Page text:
Public Meeting July 16 on National Saltwater Angler Registry

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Fish and Game Biologist Matt Carpenter and his wife Stacy with her first "schoolie" striped bass caught near durham point in the Little Bay while drifting a live pollock.DURHAM, N.H. — A new national saltwater angler registry will go into effect on January 1, 2009.  To help inform saltwater anglers in New Hampshire about the upcoming change, the New Hampshire Fish and Game Department will sponsor a public informational meeting about the national registry on July 16, 2008, at 6:30 p.m. at the Urban Forestry Center, 45 Elwyn Road, in Portsmouth, N.H. Gordon Colvin of NOAA Fisheries will be on hand to answer questions and provide information about the new registry. The public is encouraged to attend.

The national registry of saltwater anglers is the key to closing a major gap in information on recreational fishing, improving the efficiency and accuracy of surveys. It will also help NOAA demonstrate the economic value of saltwater recreational fishing on local and national economies and allow the agency to get a more accurate picture of the level of participation by the American public in saltwater fishing.

NOAA Fisheries has released a proposed rule on the National Saltwater Angler Registry, a requirement of the reauthorized Magnuson-Stevens Act and an important component of the broader initiative to improve the quality of recreational fishing data.

Beginning in January 2009, recreational anglers who fish in federal waters are required to be registered each year with NOAA Fisheries. The proposed rule also requires registration by those who may catch anadromous species such as salmon, striped bass, smelt, and shad that spawn in rivers and streams and spend their adult lives in estuaries and the ocean. Registration will be free for the first two years.

The proposed rule outlines the process NOAA Fisheries will use for registering saltwater recreational anglers. It also addresses the qualifications and procedures for exempting states and their anglers from the federal registration requirement.

Anglers may be exempt from federal registration if they fish in a state that already has a program in place to account for all of its saltwater anglers. The proposed rule outlines possible exemptions for states that have a comprehensive saltwater fishing license or a regional angler survey program approved by NOAA Fisheries. In addition, anglers fishing from licensed for-hire vessels and anglers under the age of 16 are also exempt.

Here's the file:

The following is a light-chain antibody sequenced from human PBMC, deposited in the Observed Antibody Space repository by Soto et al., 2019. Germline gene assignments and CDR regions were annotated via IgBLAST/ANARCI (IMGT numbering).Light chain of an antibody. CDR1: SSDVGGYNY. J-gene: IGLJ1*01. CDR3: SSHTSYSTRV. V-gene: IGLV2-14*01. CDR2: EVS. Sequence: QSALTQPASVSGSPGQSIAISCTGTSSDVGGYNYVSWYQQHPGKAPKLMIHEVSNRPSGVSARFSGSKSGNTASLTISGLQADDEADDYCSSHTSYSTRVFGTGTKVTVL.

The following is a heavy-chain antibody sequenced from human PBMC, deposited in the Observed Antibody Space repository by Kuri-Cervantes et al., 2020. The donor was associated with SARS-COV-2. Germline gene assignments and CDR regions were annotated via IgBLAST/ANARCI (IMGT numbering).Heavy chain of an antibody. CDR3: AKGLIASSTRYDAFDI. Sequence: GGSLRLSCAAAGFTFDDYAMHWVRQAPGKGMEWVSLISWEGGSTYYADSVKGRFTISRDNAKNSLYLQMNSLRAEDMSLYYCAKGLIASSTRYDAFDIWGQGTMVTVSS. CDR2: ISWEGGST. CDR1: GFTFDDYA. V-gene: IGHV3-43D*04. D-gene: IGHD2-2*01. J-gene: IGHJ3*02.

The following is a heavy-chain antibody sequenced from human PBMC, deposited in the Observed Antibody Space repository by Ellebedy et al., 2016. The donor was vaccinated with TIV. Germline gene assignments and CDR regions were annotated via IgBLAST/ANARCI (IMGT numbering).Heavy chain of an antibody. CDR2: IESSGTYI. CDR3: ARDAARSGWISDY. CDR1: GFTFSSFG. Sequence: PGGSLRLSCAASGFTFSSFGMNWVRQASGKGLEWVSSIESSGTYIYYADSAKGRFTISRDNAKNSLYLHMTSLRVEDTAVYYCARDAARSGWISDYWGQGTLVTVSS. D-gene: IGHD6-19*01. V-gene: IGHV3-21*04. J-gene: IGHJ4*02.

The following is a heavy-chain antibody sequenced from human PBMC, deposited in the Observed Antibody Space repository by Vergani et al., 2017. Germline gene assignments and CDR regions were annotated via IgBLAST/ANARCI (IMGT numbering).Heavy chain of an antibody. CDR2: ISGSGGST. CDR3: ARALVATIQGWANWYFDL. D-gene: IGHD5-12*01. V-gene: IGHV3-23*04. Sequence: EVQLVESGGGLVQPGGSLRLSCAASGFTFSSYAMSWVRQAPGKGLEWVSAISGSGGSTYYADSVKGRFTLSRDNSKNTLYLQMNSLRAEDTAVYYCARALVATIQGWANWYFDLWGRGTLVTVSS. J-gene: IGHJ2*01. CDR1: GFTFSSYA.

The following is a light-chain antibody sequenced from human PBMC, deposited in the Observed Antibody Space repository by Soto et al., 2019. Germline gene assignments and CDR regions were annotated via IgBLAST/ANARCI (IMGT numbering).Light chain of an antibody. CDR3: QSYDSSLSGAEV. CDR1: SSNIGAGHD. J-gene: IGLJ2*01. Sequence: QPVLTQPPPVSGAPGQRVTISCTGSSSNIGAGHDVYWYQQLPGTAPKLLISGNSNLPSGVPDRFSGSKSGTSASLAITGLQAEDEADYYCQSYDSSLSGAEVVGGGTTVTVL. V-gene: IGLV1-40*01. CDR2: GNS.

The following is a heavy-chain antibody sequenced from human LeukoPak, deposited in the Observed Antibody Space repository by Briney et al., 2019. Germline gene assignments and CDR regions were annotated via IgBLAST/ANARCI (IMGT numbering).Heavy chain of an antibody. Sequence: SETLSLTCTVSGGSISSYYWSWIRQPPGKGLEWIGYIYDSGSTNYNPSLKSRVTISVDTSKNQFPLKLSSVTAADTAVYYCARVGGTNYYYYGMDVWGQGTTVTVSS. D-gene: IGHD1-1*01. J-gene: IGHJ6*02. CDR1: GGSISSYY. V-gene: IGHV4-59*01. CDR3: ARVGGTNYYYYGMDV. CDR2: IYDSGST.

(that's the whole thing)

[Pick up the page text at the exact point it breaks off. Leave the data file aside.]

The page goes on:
For more information about the registry, to view a copy of the proposed federal rule, or to provide formal comments to NOAA Fisheries concerning the proposed rule, visit

For additional information concerning the public meeting in Portsmouth, contact N.H. Fish and Game’s Region 3 office at 603-868-1095.

Frequently Asked Questions about the National Saltwater Angler Registry:

  • Who will have to register?  All anglers and spear fishermen who fish in federal waters (3-200 miles from shore) and anglers and spear fishermen who may catch anadromous fish (such as striped bass, shad, salmon, smelt) in any tidal waters. Also for-hire vessel operators who are not already federally or state licensed.
  • Who will NOT have to register? 
    The proposed rules would exempt the following people from registering:

    • Children under the age of 16.
    • Persons angling from a licensed for-hire vessel (party and charter boats).
    • Persons with a valid saltwater fishing license from a state that collects and provides the required registry information to NOAA Fisheries.
    • Other minor exemptions (see the proposed rules).
  • Will it cost anything to register?  Initially, the registration will be free, but the federal law allows a fee to be charged, beginning in 2011,which is estimated to be $15-$25.
  • How will you be able to register?  Either at a website or via a toll-free number.
  • What information will you need to provide?  The proposed rules call for individuals to submit their: name; address; phone number; and region of the country they intend to fish. The information would remain confidential and used only for the purpose of gathering information on recreational saltwater fishing trips.
  • When do I have to register? It is important that all saltwater anglers be aware of the new requirement to register beginning in January 2009.
  • Some states have a saltwater fishing license; will anglers in those states still have to register? Having a resident saltwater fishing license from a state that collects and provides the required registry information to NOAA Fisheries would exempt an angler from having to register, because their state would automatically take care of that with the information provided for the license. 
  • Is there a plan for New Hampshire to have a state saltwater license, so that registry fees paid by anglers would go the state instead of to the federal government?  A proposal for a saltwater license is currently under consideration in a study committee at the State Legislature.

NOAA Fisheries, N.H. Fish and Game, and other state marine resource agencies will be working hard in the coming months to get the word out about the new registry.  The public is encouraged to attend the informational meeting on July 16 in Portsmouth and to visit the NOAA Fisheries website and get the facts.

The New Hampshire Fish and Game Department is the guardian of the state’s fish, wildlife and marine resources and their habitats.  Find out more about Fish and Game’s role in conserving and managing marine resources at